Bikers Weigh Into Maryland Politics & Get Good Results

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We received the following from the International Mountain Bike Assoc. [IMBA] list serve. It illustrates the vulnerability of the anti-access groups they still refer to as "environmentalists," and the effectiveness of grassroots political action.

Environmentalists in Maryland's DC suburbs have been escalating efforts to curtail recreation on public lands, including biking. In response, mountain bikers got involved in Maryland politics and got good results at the polls on September 10th.

Case 1: A bill in the Maryland legislature this year would have downgraded "recreation" from a "purpose" of public land to a mere "use," to be allowed only when various environmental preconditions are met, thus giving environmental groups a hook to litigate most recreation off public land. The bill was defeated by the House Environment Committee, chaired by Del John Hurson, a triathlete and strong supporter of outdoor recreation.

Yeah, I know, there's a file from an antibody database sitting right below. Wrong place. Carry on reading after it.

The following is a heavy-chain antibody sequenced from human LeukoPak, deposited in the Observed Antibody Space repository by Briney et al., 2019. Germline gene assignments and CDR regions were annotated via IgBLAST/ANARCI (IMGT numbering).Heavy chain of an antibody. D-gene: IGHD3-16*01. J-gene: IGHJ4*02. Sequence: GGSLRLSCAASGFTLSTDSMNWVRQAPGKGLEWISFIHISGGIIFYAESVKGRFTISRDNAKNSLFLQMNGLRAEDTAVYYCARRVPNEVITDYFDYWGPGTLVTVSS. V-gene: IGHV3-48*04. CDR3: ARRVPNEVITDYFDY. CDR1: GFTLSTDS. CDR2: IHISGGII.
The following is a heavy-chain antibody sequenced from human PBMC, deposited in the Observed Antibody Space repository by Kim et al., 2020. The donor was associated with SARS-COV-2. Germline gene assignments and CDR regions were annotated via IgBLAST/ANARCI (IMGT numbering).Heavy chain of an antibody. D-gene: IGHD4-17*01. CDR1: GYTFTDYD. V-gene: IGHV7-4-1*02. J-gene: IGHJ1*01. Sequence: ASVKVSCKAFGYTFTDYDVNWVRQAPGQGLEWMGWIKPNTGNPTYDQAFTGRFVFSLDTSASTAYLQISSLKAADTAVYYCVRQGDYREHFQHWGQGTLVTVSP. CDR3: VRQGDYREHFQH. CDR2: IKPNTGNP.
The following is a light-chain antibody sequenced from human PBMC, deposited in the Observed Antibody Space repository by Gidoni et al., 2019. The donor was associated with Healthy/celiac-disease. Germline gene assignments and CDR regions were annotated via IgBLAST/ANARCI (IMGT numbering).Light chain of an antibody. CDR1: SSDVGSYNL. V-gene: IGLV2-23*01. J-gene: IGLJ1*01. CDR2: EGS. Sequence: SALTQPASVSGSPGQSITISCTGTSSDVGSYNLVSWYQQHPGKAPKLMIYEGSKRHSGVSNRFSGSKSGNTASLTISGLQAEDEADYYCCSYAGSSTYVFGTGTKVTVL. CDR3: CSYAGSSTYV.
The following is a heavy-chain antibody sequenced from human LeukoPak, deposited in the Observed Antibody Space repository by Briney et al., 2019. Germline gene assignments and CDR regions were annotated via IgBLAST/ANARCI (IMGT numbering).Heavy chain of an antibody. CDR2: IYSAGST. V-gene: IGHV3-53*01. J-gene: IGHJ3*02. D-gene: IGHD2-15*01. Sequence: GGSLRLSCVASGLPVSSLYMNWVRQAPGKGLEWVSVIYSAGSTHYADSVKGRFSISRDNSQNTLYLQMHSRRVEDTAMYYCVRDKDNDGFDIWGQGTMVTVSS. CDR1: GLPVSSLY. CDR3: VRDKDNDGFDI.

Hurson faced a tough re-election campaign; bikers from around the DC region went to work on his behalf: ten attended a mid-day campaign kick-off in June; seven came to a campaign reception in July; ten did door-to-door canvassing on a weekend in August; and six did poll work on election day (Tuesday, September 10th).

Hurson won by a margin of only 350 votes in a district of 90,000 people. Bikers' efforts were crucial and will assure a sympathetic ear for the next four years.

Case 2: A bill now pending in the county council of Maryland's largest subdivision would ban new trails in most county parks. It was supported by a variety of environmental and civic groups.

Over a hundred bikers (mountain and road) politely, but firmly, dominated the bill's public hearing in July, and impressed observers so much that challengers used the bill as a centerpiece of their campaign against the bill's sponsor.

The sponsor, who has been in office for 28 years, lost his re-election bid by 1000 votes in a county with 850,000 residents; indeed he was the only incumbent to lose. His bill is not likely to pass.

In both cases, personal investment of time by bikers in the political process played a crucial role in shaping favorable public policy. Of course, the bikers' campaign activities were strictly individual efforts; bike clubs are not allowed to endorse candidates.

--For more information on this story, contact BRC at: 208-237-1008; email: .

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